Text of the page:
Background Checks for School Volunteers -- Necessary or Not?
A school district wouldn’t think of hiring an employee to work in its schools without first conducting a background check on the individual. In fact, most state have made this practice a statutory requirement making it highly unlikely that any organization that hires workers with access to children will not require screening their employees. When it comes to protecting children and reducing organizational liability, background checks are a most basic first step.
So why would this practice be any different with school volunteers? Many would argue it shouldn’t be. Depending on the role of the volunteers and the level of supervision they will have, many believe school volunteers should be subject to the same screening criteria as any other school worker. These criteria are generally formed by the position or role of the individual and the level of unsupervised access the worker will have to the schoolchildren.
While many private and public schools have implemented strict background screening policies for school volunteers, others argue that background checks on school volunteers will reduce much-needed volunteer involvement in the schools. Privacy is another concern as some would-be volunteers fear having details of their personal history revealed.
School districts including Seattle Public Schools and Northside Independent School District in San Antonio, TX have a practice of screening all volunteers who will spend time on a school campus interacting with students.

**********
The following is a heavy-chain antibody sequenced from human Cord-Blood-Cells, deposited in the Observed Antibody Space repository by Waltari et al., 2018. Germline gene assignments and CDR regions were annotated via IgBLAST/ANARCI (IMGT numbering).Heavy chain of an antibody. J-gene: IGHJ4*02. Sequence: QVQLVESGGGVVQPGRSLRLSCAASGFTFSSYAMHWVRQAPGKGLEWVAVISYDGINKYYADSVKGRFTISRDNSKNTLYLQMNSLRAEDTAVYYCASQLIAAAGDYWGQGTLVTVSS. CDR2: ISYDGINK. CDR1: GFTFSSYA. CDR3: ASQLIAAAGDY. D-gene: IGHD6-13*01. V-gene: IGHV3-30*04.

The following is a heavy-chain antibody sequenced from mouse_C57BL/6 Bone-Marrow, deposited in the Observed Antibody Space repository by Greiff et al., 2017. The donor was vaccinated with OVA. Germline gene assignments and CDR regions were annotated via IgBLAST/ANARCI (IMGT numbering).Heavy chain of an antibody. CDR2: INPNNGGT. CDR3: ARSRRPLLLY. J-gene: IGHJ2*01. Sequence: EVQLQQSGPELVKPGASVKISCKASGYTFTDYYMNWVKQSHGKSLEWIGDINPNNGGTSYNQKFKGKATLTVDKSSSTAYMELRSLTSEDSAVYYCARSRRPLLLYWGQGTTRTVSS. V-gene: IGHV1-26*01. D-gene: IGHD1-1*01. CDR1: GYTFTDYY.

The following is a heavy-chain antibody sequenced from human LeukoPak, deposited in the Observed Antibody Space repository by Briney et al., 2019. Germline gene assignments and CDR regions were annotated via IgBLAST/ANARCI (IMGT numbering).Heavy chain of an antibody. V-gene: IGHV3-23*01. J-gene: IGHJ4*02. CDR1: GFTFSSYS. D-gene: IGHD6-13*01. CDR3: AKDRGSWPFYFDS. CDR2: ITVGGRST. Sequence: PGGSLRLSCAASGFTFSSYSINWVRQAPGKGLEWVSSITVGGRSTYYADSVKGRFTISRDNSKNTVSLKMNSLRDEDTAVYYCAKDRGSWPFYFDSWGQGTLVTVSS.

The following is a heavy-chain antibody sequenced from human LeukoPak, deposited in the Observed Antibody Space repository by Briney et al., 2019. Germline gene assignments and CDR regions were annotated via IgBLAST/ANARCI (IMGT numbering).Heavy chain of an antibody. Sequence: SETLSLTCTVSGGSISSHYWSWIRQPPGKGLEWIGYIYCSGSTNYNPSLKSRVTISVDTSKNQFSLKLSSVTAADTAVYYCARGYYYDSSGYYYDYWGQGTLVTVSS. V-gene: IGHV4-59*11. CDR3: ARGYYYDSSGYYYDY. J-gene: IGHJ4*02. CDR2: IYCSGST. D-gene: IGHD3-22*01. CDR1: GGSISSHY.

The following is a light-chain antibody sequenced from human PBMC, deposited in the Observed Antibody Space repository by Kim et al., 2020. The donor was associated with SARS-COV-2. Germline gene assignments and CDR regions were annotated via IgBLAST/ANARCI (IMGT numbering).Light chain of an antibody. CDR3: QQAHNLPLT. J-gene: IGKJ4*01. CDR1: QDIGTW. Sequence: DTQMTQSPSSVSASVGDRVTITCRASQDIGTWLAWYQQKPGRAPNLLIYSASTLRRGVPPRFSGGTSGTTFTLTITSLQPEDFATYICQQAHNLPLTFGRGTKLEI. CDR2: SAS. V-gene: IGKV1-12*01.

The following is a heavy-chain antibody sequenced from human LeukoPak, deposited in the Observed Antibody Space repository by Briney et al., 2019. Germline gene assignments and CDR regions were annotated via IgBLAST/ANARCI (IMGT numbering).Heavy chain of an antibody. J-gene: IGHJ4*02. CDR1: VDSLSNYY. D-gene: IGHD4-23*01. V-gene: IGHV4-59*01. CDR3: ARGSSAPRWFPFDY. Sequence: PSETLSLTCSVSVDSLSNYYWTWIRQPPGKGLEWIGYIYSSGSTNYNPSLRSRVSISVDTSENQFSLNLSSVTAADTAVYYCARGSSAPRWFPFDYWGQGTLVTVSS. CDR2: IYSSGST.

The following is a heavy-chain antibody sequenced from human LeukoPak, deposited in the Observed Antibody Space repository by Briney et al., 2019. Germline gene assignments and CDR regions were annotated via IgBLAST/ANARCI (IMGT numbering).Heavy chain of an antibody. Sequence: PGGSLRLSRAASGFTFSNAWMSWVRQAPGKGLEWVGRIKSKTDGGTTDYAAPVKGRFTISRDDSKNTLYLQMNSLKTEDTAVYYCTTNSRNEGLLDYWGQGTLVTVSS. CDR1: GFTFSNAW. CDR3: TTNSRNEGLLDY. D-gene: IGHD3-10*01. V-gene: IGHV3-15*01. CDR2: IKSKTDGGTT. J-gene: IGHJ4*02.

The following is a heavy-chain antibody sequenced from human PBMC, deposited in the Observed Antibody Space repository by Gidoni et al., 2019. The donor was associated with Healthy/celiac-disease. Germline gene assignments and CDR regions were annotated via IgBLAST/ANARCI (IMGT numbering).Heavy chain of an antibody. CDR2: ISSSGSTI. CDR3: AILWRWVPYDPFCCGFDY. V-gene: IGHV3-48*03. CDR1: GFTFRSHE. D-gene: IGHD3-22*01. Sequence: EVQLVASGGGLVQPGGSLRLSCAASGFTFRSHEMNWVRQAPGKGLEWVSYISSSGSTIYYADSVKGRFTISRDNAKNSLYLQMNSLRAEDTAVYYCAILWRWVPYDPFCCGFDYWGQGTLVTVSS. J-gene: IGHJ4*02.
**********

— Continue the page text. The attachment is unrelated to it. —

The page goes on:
Who is Responsible for the Actions of School Volunteers? It is widely known and accepted that employers are generally responsible for the actions of employees on the job. When we look at building a background screening program for private school employers, we tend to take the stance that whether a volunteer or a hired employee, the school itself is likely to be held responsible if a child is placed in danger. Thus, it makes sense to have some sort of screening program in place. Without it, the school risks even greater liabilities for neglecting to take what many courts consider to be a reasonable-care measure.
That said, schools must be sure to use caution when establishing the criteria by which background checks will be used to accept volunteer applicants. It is unlikely that a red line approach where any applicant with any type of criminal record is denied the opportunity to volunteer. Instead, both the type of background check performed and the criteria by which the report is assessed need to match the type of volunteer role the individual will have.
Ask yourself, will the volunteer be alone with children in the classroom? Will the volunteer have unsupervised access to school property? Will the volunteer be responsible for transporting students in a vehicle? These and other questions are important to think about and can be used to build an effective volunteer background check program.